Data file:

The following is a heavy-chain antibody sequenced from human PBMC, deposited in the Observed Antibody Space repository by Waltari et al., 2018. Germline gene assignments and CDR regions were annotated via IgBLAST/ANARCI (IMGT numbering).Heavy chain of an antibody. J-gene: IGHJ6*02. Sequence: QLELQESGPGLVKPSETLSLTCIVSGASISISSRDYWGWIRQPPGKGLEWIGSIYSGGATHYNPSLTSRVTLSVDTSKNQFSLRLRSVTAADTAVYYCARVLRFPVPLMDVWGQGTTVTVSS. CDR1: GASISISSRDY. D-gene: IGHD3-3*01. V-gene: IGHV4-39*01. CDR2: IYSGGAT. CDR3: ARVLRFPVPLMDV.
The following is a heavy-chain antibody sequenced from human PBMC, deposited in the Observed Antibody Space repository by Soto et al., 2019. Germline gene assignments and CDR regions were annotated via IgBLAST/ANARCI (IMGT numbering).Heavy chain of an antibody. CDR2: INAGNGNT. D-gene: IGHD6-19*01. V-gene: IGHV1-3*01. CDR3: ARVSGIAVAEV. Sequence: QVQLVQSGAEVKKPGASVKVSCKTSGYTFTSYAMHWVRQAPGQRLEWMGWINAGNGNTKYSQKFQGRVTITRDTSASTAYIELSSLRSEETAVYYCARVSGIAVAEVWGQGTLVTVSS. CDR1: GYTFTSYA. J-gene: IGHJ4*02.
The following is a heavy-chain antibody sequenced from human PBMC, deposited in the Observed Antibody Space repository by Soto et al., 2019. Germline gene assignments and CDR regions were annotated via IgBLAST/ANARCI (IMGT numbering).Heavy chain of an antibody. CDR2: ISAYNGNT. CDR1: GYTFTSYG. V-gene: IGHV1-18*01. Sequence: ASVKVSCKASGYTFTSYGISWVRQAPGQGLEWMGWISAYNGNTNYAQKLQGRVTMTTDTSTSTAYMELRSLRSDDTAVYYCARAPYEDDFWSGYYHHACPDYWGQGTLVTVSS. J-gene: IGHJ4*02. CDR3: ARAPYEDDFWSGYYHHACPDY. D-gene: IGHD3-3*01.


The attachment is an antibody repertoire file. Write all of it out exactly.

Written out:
The following is a heavy-chain antibody sequenced from human PBMC, deposited in the Observed Antibody Space repository by Waltari et al., 2018. Germline gene assignments and CDR regions were annotated via IgBLAST/ANARCI (IMGT numbering).Heavy chain of an antibody. J-gene: IGHJ6*02. Sequence: QLELQESGPGLVKPSETLSLTCIVSGASISISSRDYWGWIRQPPGKGLEWIGSIYSGGATHYNPSLTSRVTLSVDTSKNQFSLRLRSVTAADTAVYYCARVLRFPVPLMDVWGQGTTVTVSS. CDR1: GASISISSRDY. D-gene: IGHD3-3*01. V-gene: IGHV4-39*01. CDR2: IYSGGAT. CDR3: ARVLRFPVPLMDV.
The following is a heavy-chain antibody sequenced from human PBMC, deposited in the Observed Antibody Space repository by Soto et al., 2019. Germline gene assignments and CDR regions were annotated via IgBLAST/ANARCI (IMGT numbering).Heavy chain of an antibody. CDR2: INAGNGNT. D-gene: IGHD6-19*01. V-gene: IGHV1-3*01. CDR3: ARVSGIAVAEV. Sequence: QVQLVQSGAEVKKPGASVKVSCKTSGYTFTSYAMHWVRQAPGQRLEWMGWINAGNGNTKYSQKFQGRVTITRDTSASTAYIELSSLRSEETAVYYCARVSGIAVAEVWGQGTLVTVSS. CDR1: GYTFTSYA. J-gene: IGHJ4*02.
The following is a heavy-chain antibody sequenced from human PBMC, deposited in the Observed Antibody Space repository by Soto et al., 2019. Germline gene assignments and CDR regions were annotated via IgBLAST/ANARCI (IMGT numbering).Heavy chain of an antibody. CDR2: ISAYNGNT. CDR1: GYTFTSYG. V-gene: IGHV1-18*01. Sequence: ASVKVSCKASGYTFTSYGISWVRQAPGQGLEWMGWISAYNGNTNYAQKLQGRVTMTTDTSTSTAYMELRSLRSDDTAVYYCARAPYEDDFWSGYYHHACPDYWGQGTLVTVSS. J-gene: IGHJ4*02. CDR3: ARAPYEDDFWSGYYHHACPDY. D-gene: IGHD3-3*01.